It’s one of the enduringly difficult nuts to crack. How we affirm both God’s sovereignty and human responsibility. How do we give God all the glory for whatever good gets done and none of the blame for our moral clangers? The way it works doesn’t feel that obvious. There’s a real tension here. Some might say a paradox.
What’s worse is that where we see difficulty, God is unblushing. Time and again in Scripture his sovereignty and our responsibility are maintained side by side.
Take Matt 11.25-30 for example… Jesus begins by highlighting God’s sovereignty. Behind the mixed reaction he’s received — which has reached something of a high point in the narratives of doubt, confusion and outright rejection that make up Matt 11 — stands the sovereign judgement of God (vv. 25-26). But none of this erases our very real human responsibility. In fact, in the next breath Jesus issues his invitation: ‘Come to me all you that are weary and are carrying heavy burdens, and I will give you rest’ (v. 28).
What’s really fascinating is that it’s the ‘christological wedge’ that v. 27 drives between the two halves of this snippet that allows the sovereignty of God and our responsibility to fit together. The sovereignty of God is almost ‘cracked open’ by the unique identity Jesus claims for himself:
All things have been handed over to me by my Father; and no one knows the Son except the Father, and no one knows the Father except the Son and anyone to whom the Son chooses to reveal him.
I suspect that this is a pretty broad hint that we need to develop a fully christological — and ultimately a Trinitarian — doctrine of created freedom — ‘dependent independence’ as T. F. Torrance calls it. This won’t necessarily resolve (or dissolve) the tension. But it might help us get a little more comfortable about how the Bible emphasises both God’s sovereign control and our genuine responsibility.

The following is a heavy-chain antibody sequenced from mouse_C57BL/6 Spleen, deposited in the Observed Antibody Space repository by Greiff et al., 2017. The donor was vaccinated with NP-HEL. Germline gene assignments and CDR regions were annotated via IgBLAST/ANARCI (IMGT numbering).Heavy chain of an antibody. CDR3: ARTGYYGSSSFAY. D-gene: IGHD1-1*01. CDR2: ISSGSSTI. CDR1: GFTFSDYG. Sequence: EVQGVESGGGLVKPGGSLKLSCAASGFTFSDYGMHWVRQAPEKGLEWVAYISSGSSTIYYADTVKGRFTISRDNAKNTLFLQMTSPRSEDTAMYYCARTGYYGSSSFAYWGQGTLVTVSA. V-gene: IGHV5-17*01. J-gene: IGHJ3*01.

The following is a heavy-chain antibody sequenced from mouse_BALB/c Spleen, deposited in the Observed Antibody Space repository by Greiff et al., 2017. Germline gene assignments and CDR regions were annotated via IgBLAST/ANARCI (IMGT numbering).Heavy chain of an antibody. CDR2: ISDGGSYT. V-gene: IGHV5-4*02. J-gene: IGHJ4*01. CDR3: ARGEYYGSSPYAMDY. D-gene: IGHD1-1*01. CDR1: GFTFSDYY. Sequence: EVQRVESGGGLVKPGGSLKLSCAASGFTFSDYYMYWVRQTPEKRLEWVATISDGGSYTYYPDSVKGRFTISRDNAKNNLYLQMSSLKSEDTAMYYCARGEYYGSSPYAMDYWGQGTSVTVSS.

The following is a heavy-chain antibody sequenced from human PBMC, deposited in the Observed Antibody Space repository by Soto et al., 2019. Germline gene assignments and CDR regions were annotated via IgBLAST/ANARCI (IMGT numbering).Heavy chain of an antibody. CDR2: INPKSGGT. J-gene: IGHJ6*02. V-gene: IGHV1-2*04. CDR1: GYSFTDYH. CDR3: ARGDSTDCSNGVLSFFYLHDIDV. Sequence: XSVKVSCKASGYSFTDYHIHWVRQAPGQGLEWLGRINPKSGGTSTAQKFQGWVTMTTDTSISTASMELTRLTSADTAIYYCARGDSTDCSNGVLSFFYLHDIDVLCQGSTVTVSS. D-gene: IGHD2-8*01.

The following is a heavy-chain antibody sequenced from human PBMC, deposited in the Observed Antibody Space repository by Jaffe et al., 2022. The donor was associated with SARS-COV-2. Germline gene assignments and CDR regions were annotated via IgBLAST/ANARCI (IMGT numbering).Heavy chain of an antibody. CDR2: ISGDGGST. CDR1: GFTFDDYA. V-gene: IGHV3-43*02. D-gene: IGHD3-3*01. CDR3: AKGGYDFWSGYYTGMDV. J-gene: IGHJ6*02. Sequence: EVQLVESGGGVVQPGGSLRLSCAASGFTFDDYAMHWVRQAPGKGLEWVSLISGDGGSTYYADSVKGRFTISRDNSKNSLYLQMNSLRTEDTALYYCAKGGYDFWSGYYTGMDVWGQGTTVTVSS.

Colin Gunton has a characteristically brilliant word on this (The Triune Creator, p 86):
Determinism is […] best avoided not by reading time back into God but by focusing on the action of the Spirit who is the giver of freedom and the one who enables the created order to be itself: to become what it was created to be. And in that regard, a note of eschatology cannot be far behind. To speak of the work of the Spirit in relation to creation is to speak of the created order eschatologically: that is to say, to direct our thoughts to the end. And the point of this is that we cannot understand the beginning without some orientation to the end. Already on the seventh day of the Genesis account an eschatological dimension may be present, especially in the light of the fact that that day comes in later tradition to be treated as a type of the coming Kingdom of God. Creation in the beginning cannot finally be understood without its directedness to an end, because it has to be understood as God’s project, a project in which he freely and graciously involves us, his personal creation.